There’s a definite sense that it was fun to take it seriously when evolving this release. But for the haircuts even the artwork wants in on the retro feel that’s very well realised here. If you’ve played your old Radiophonic Workshop LP’s to death then here’s a sound-alike you’ll definitely appreciate.

Yoshinori Hayashi: Uncountable Set

 Posted by Stuart Bruce (@)   Electronics / EBM / Electronica
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Feb 01 2018
Artist: Yoshinori Hayashi
Title: Uncountable Set
Format: Download Only (MP3 + Lossless)
Label: Disco Halal
Yoshinori Hayashi’s four-track EP is a collection of tracks from the more wigged-out side of trip-hop and casual walking-pace electronica. Over some lovely and complex yet quite organic-feeling drumming and steady basslines, a procession of unexpected layers roll out and combine to create something with a really quite distinctive flavour that seems intent on wanting you to nod your head comfortably yet feel slightly confused at the same time.

Opening track “Palanquin Bearing Monkey” centres around some drunken, tape-warped piano forming the weirdest jazz groove you’ve heard all week, joined by strangely infectious clapping. The real low string sounds on “Stepping On Dewdrops” are a lovely touch, the improvised and super-quirky vocal evocations perhaps just a touch too knowingly weird.

“Pneuma” is a stand-out track that commands attention. The use of gradually building and seemingly arhythmic choral sounds over a steady and seriously funky bassline is one of those inspired arrangements that ought not to work, yet does. Final track “Chember” is the darkest and most experimental offering, again focussing on vocal ahhhs and wails but this time with a deeper and harder-to-follow rhythm that seems to want to run away from the listener.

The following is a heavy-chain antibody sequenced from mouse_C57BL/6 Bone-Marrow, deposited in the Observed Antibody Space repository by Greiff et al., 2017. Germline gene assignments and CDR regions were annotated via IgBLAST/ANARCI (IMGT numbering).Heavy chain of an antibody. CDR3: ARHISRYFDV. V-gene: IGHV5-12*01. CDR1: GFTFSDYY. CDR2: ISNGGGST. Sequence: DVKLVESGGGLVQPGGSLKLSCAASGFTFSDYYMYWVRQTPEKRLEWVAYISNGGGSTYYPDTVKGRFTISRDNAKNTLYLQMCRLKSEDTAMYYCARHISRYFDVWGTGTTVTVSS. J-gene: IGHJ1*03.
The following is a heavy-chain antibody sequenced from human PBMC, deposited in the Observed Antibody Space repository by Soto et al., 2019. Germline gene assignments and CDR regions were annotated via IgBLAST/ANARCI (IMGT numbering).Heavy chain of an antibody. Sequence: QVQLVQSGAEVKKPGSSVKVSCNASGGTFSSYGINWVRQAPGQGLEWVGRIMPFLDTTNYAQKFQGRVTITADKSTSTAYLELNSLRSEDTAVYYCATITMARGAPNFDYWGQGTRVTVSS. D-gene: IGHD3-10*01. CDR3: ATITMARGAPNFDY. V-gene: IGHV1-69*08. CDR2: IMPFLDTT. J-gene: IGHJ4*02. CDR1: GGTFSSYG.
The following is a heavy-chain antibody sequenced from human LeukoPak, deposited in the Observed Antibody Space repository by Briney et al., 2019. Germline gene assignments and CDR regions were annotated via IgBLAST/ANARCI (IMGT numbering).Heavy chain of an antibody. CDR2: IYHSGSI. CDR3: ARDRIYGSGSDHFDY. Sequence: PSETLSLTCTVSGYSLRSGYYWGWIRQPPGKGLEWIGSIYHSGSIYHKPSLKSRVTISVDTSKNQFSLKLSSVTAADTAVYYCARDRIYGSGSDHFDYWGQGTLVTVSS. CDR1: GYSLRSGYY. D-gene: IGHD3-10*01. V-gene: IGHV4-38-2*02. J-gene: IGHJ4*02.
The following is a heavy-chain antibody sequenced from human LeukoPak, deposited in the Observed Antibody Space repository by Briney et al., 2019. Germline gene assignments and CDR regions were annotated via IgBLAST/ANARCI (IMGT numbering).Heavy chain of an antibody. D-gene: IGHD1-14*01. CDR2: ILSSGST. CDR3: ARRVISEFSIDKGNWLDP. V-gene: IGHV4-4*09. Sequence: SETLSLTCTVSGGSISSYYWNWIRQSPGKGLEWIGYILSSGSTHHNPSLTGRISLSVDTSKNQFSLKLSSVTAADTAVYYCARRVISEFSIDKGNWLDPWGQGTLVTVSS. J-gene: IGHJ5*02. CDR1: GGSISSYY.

An early contender for one of 2018’s most standout weird-and-wonderful, sort-of-electronica offerings.

Mother Of Mars: Seed 2 Sky (Remixes)

 Posted by Stuart Bruce (@)   Electronics / EBM / Electronica
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Jan 31 2018
Artist: Mother Of Mars
Title: Seed 2 Sky (Remixes)
Format: Download Only (MP3 + Lossless)
Label: Ransom Note Records
I reviewed Vito & Druzzi’s original “Seed 2 Sky” back in November, then coupled with an A-side “Hera In The Valley”, calling it “exemplary electronica”. Now, Ransom Note Records have followed it up with six remixes to pull the synthy, subtly progressive house with tribal percussion pattern sounds of the original into half a dozen different directions.

The outstanding version here is from C.A.R., who’s used the instrumentation of the original as the basis for writing a brand new song that sounds completely coherent and like it ought to have been the original version all along. A slow, slightly proggy vocal over the steady, faintly Kraftwerk-y original groove with added more dramatic percussion as the song demands, it’s on the edgier side of dream-pop and works exceptionally well- hopefully an indicator that the two parties should collaborate more in future.

Justin Robertson uses his Deadstock 33’s alias and takes the track on a twelve-minute journey of slowly knob-twiddled staccato acid bassline with delay-washed higher elements, slowly layering up more and more percussive patterns and introducing the melodic elements one-by-one to raise the energy level with expert care. By comparison Ess O Ess’s is a very mellow and straightforward house take with rich pads and feel-good synth washes, holding back a slightly more driving bassline until over three minutes in to good effect, but overall somewhat more modest.

Graintable’s remix is a stripped-back breakdown, focussing solely on the synths and pads and completely percussion-free. The liberal use of a tape warp effect is strangely disconcerting and, for me personally, spoils what would otherwise be a very smooth and simple wave of calming synth noise.

Leaf’s remix is another ten-minute adventure, this time with a slightly more indie-electronica vibe reminiscent of DFA. Again it’s heavy in washes and slow builds, but is perhaps the remix that doesn’t sustain its running time quite as well as the others. Finally Malestripper’s version adopts a similar vibe but with a thinner and more electro rhythm and some dramatic, faintly novelty synthwave tom hits and a slightly weirder structure that’s less interested in evolving normally.

It’s a great packages of remixes, and one of those with enough variety and quality in it that it becomes a worthy 51-minute deep house listening album in its own right, which is rare.